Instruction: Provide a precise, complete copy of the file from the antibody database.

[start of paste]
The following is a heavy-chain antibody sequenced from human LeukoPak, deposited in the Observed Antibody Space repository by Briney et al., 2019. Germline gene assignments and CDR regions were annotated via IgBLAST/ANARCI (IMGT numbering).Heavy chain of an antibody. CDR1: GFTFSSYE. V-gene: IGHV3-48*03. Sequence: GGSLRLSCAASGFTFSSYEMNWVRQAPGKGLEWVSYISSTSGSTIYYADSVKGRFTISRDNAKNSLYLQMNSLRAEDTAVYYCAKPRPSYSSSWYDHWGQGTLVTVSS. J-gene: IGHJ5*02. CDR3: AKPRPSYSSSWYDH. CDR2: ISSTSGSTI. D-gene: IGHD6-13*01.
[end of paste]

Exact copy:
The following is a heavy-chain antibody sequenced from human LeukoPak, deposited in the Observed Antibody Space repository by Briney et al., 2019. Germline gene assignments and CDR regions were annotated via IgBLAST/ANARCI (IMGT numbering).Heavy chain of an antibody. CDR1: GFTFSSYE. V-gene: IGHV3-48*03. Sequence: GGSLRLSCAASGFTFSSYEMNWVRQAPGKGLEWVSYISSTSGSTIYYADSVKGRFTISRDNAKNSLYLQMNSLRAEDTAVYYCAKPRPSYSSSWYDHWGQGTLVTVSS. J-gene: IGHJ5*02. CDR3: AKPRPSYSSSWYDH. CDR2: ISSTSGSTI. D-gene: IGHD6-13*01.